Tyes for TDM850

New front and rear tyres for a Yamaha TDM850 (2001)

7 messages
02/07/2012 at 14:57

I am new to motorbikes and to get me started, I recently purchased a Yamaha TDM 850 (2001). I now have to think about replacing the rear tyre but I have no idea what is a suitable tyre to buy. As a learner, I'm not thrashing it about so don't need anything too spectacular, just a good quality tyre with plenty of grip suitable for my more general riding purposes. Also, should I change the front tyre out at the same time even though its in pretty good nick at the moment? I've read elsewhere that tyres are matching sets and are designed to work together (or maybe urban legend?).

Any advice appreciated.

02/07/2012 at 21:32

Unless you're riding hard then very sticky tyres won't get up to temperature. Given the weather we're having you'll want something with a decent bit of tread. A sports touring tyre would probably suit your needs well:

Michelin Pilot Road 2 or 3, Pirello Road Angel, Bridgestone 023s, Dunlop Roadsmart etc.

Tyres are designed to work as a pair, sometimes you can get away with mixing, sometimes it's not so good. Staying within manufacturer is recommended, but then I recently had a Michelin Pilot Road 3 (sipes) on the back, and a Pilot Road 2 on the front. It was bearable - largely because I've known the bike so long - but having a pair of new Pilot Road 3s on there recently has made it feel SOOO lovely again.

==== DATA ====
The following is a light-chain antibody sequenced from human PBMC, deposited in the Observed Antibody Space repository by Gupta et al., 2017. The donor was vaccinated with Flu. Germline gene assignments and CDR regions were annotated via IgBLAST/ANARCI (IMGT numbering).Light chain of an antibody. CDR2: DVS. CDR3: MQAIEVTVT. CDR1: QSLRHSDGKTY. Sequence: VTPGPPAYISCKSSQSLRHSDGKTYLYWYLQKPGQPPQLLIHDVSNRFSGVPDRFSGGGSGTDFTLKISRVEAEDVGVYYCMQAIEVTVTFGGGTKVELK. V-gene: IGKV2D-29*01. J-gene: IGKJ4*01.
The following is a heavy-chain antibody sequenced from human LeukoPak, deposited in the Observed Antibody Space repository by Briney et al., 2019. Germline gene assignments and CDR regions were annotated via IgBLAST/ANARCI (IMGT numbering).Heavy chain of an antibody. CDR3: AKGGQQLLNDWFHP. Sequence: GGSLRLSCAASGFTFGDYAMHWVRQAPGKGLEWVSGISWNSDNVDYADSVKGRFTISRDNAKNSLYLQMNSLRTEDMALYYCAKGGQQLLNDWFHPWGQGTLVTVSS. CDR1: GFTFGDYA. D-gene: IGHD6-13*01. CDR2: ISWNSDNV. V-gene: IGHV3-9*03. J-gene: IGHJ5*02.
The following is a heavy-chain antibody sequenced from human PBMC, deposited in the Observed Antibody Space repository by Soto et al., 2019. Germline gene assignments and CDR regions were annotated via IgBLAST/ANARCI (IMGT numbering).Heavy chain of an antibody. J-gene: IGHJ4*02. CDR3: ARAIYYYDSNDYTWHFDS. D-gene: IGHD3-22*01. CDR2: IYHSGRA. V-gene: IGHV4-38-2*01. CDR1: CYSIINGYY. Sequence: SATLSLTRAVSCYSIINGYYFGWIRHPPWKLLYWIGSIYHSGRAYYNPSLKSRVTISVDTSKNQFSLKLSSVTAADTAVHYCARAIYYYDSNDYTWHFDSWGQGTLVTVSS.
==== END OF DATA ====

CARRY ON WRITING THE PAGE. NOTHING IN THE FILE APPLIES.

SOOO, if the front's not too worn - what is it? Selecting a matching rear might not be a bad place to start...


arrrf.
03/07/2012 at 06:38

Tappy,

Good suggestion on getting a rear tyre the same as the front one (why didn't think of that?), I'll look into that.Thanks for the recommendations on the tyre makes too, big help.

Cheers.

03/07/2012 at 14:10

Current tyres on the TDM are Bridgestone Battlax BT45's, presume these are OK?

03/07/2012 at 21:28

Actually they're pretty good, and pretty cheap. I find they don't necessarily heat up enough in very wet / cold conditions - they probably don't have anything like as much silica in them as modern tyre designs - but they give good handling, feedback & wear for a bargain price

The Michelin Pilot Roads 2 & 3 have a similar feel and much better cold/wet performance, and last about as long. But they're more expensive...

The BT45s are also bias-belt / cross-ply construction, as were the Dunlop K505 OE fitment. The other tyres I've suggested are all radial construction I think. I heard it said that bikes designed for Cross-ply tyres shouldn't use radial and vice verse but that might be cobblers - ask a reputable supplier & let me know? In any event the TDM900 is fitted with radial tyres as OE fitment so I wouldn't be too concerned.  


arrrf.
04/07/2012 at 09:32

Tappy,

Thanks for you input. Now I know the current tyres are OK as a brand and spec, I'll stick with them until I get some more experience and am able to tell the difference when riding with different tyres. At the moment, its a steep learning curve as a neewbie and just getting the basics right is not so easy as its a big bike and I just wanted to make sure that I was not handicapping myself further with rubbish rubber. Thanks again

04/07/2012 at 19:23

I think the difference between BT45s and the very modern tyres would be big enough for you no notice, but there's nothing wrong with your approach - too many people spend more time changing everything (including their entire bike) than they do riding, and never really get any better! 


arrrf.
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